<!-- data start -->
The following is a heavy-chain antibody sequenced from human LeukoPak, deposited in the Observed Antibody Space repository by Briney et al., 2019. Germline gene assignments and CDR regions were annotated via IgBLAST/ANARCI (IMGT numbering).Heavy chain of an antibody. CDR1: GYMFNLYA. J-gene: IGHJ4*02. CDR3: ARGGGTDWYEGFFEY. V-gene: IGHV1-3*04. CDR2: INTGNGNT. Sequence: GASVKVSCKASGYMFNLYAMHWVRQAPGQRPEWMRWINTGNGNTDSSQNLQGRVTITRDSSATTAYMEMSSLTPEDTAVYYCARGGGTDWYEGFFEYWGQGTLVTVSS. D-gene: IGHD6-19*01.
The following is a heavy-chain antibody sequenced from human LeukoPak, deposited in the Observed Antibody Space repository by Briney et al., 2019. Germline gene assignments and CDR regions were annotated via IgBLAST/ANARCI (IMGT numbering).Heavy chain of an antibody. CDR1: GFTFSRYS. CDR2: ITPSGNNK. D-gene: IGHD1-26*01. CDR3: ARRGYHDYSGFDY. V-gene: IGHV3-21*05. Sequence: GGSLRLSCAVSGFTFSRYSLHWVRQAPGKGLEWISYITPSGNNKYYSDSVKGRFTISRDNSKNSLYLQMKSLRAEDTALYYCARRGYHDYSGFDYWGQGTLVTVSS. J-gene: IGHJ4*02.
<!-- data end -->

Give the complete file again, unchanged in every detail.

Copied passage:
The following is a heavy-chain antibody sequenced from human LeukoPak, deposited in the Observed Antibody Space repository by Briney et al., 2019. Germline gene assignments and CDR regions were annotated via IgBLAST/ANARCI (IMGT numbering).Heavy chain of an antibody. CDR1: GYMFNLYA. J-gene: IGHJ4*02. CDR3: ARGGGTDWYEGFFEY. V-gene: IGHV1-3*04. CDR2: INTGNGNT. Sequence: GASVKVSCKASGYMFNLYAMHWVRQAPGQRPEWMRWINTGNGNTDSSQNLQGRVTITRDSSATTAYMEMSSLTPEDTAVYYCARGGGTDWYEGFFEYWGQGTLVTVSS. D-gene: IGHD6-19*01.
The following is a heavy-chain antibody sequenced from human LeukoPak, deposited in the Observed Antibody Space repository by Briney et al., 2019. Germline gene assignments and CDR regions were annotated via IgBLAST/ANARCI (IMGT numbering).Heavy chain of an antibody. CDR1: GFTFSRYS. CDR2: ITPSGNNK. D-gene: IGHD1-26*01. CDR3: ARRGYHDYSGFDY. V-gene: IGHV3-21*05. Sequence: GGSLRLSCAVSGFTFSRYSLHWVRQAPGKGLEWISYITPSGNNKYYSDSVKGRFTISRDNSKNSLYLQMKSLRAEDTALYYCARRGYHDYSGFDYWGQGTLVTVSS. J-gene: IGHJ4*02.